By Lisa Gache
It is never too early, nor too late to begin instilling the value and importance of learning proper table manners. In addition to the warmth and comfort it provides for the family, it allows an opportunity for us to feed our bodies with a well-balanced meal, to share in the ritual of conversation, and to slow down from the days’ activities to enjoy time together. These top tips will help you teach your children appropriate table manners so you too can enjoy your family’s dining experiences.
Use your napkin. Before beginning your meal, lift your napkin with your left hand to open. Fold it in half and lay it in your lap with the fold facing towards you. If you need to excuse yourself during the meal, place your napkin on the seat of your chair, when you return place it back in your lap. To signal the end of the meal, pinch the center of the napkin and place it on the left side of your place setting. A napkin is used to wipe food from your mouth, wipe your lips before taking a drink, to catch crumbs that may fall into your lap or to use as a barrier if you sneeze or cough while at the table.
Chew with your mouth closed and keep elbows off the table! Nothing is more unpleasant than witnessing a fellow diner talk with a mouth full of food. Use your body language to communicate until you have had a chance to completely swallow the contents in your mouth. It is considered bad manners to keep your elbows on the table while eating, however your forearms are allowed on the table in between courses or when resting after you have completed your meal.
Use your utensils, not your fingers. Different cultures have different standards for table manners. In some countries it is perfectly acceptable to eat with your fingers, however in America we are taught to eat our food with utensils or silverware.
Break bread. Tear off only a bite size piece of bread. Use your butter knife to spread a small amount of butter onto the piece that you wish to eat. Repeat same with each new piece of bread.
Learn how to eat like the French. There are two styles of eating, the Continental style and the American style. Most people practice the Continental style of eating using their fork in the left hand and the knife in the right. The fork tines are face down and used to gently pierce the food while the knife acts as the pusher. The pattern is to cut and then eat. It is a much more efficient way of dining and presents a more polished appearance.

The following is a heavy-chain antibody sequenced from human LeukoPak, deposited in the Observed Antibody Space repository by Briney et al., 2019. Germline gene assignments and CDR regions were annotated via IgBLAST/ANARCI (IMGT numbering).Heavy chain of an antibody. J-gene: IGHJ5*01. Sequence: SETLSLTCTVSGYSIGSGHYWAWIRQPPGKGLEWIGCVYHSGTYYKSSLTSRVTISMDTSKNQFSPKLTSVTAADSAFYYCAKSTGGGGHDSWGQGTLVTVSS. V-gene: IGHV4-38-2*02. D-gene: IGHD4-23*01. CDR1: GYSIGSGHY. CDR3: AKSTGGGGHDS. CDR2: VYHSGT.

Practice the secret language of waiters. The resting position and the finished position are the secret codes to alert servers if you are taking a break or finished with your meal. To signal the resting position, use your fork and knife to make an inverted “V” on your plate. This will ensure that your server will not remove your food should you get up from the table during your meal. To signal the finished position, close your fork and knife together at an angle on the right side of your plate. This lets your server know that you have completed your meal and that it is okay to remove your plate.
Make pleasant table conversation. Designate at least one night as family dinner night. Choose a theme to make it festive. Take turns sharing one good thing that happened during the day or try engaging in other topics such as the weather, cultural or sporting events or upcoming plans for the family.
Ask to leave the table. Ask permission before leaving the table whether you need to use the restroom during your meal or would like to be excused at the end of the meal. Rise from the table and make sure to push in your chair. Offer to take your dishes to the kitchen.
Lisa Gaché is the owner of Beverly Hills Manners, Inc., an education and entertainment company dedicated to promoting a new school style of etiquette and manners to both children and adults. Our mission is to remove the old, uptight and remedial image associated with etiquette schools of the past and infuse a new energy making learning manners entertaining, fun, interactive and informative with a “here’s why it’s relevant to you” approach.